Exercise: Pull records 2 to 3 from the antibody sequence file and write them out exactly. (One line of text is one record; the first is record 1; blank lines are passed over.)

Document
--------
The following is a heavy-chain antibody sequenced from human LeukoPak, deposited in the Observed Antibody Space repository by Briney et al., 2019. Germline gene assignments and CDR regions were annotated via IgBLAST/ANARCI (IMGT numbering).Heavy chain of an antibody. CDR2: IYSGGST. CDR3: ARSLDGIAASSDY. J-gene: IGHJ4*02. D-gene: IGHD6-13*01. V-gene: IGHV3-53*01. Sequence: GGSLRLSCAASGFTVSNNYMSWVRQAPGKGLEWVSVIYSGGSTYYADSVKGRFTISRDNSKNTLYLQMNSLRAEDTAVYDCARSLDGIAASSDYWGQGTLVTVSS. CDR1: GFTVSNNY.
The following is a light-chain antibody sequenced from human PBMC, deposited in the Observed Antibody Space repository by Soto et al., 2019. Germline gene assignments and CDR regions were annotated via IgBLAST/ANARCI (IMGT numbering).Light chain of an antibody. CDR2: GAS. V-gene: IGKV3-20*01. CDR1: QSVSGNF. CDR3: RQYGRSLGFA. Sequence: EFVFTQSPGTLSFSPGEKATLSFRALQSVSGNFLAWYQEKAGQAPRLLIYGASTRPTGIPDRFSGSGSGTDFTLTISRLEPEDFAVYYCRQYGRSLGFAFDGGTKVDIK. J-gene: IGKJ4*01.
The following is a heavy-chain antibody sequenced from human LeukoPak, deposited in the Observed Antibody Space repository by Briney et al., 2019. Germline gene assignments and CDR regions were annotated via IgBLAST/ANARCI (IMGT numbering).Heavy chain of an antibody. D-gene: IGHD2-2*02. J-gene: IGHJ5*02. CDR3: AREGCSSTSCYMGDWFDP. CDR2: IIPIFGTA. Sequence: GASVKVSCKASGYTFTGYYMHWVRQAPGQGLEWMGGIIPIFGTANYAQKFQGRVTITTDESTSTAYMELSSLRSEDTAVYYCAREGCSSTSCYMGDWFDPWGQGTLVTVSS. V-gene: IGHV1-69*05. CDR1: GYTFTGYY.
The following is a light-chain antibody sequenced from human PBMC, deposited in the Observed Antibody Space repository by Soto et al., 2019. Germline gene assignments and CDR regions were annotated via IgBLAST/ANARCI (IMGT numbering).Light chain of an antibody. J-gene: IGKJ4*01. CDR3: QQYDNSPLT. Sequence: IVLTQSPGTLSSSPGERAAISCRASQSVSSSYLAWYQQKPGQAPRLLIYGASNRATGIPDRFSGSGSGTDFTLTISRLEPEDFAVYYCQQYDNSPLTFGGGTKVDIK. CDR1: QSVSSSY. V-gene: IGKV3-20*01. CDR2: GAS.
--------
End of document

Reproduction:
The following is a light-chain antibody sequenced from human PBMC, deposited in the Observed Antibody Space repository by Soto et al., 2019. Germline gene assignments and CDR regions were annotated via IgBLAST/ANARCI (IMGT numbering).Light chain of an antibody. CDR2: GAS. V-gene: IGKV3-20*01. CDR1: QSVSGNF. CDR3: RQYGRSLGFA. Sequence: EFVFTQSPGTLSFSPGEKATLSFRALQSVSGNFLAWYQEKAGQAPRLLIYGASTRPTGIPDRFSGSGSGTDFTLTISRLEPEDFAVYYCRQYGRSLGFAFDGGTKVDIK. J-gene: IGKJ4*01.
The following is a heavy-chain antibody sequenced from human LeukoPak, deposited in the Observed Antibody Space repository by Briney et al., 2019. Germline gene assignments and CDR regions were annotated via IgBLAST/ANARCI (IMGT numbering).Heavy chain of an antibody. D-gene: IGHD2-2*02. J-gene: IGHJ5*02. CDR3: AREGCSSTSCYMGDWFDP. CDR2: IIPIFGTA. Sequence: GASVKVSCKASGYTFTGYYMHWVRQAPGQGLEWMGGIIPIFGTANYAQKFQGRVTITTDESTSTAYMELSSLRSEDTAVYYCAREGCSSTSCYMGDWFDPWGQGTLVTVSS. V-gene: IGHV1-69*05. CDR1: GYTFTGYY.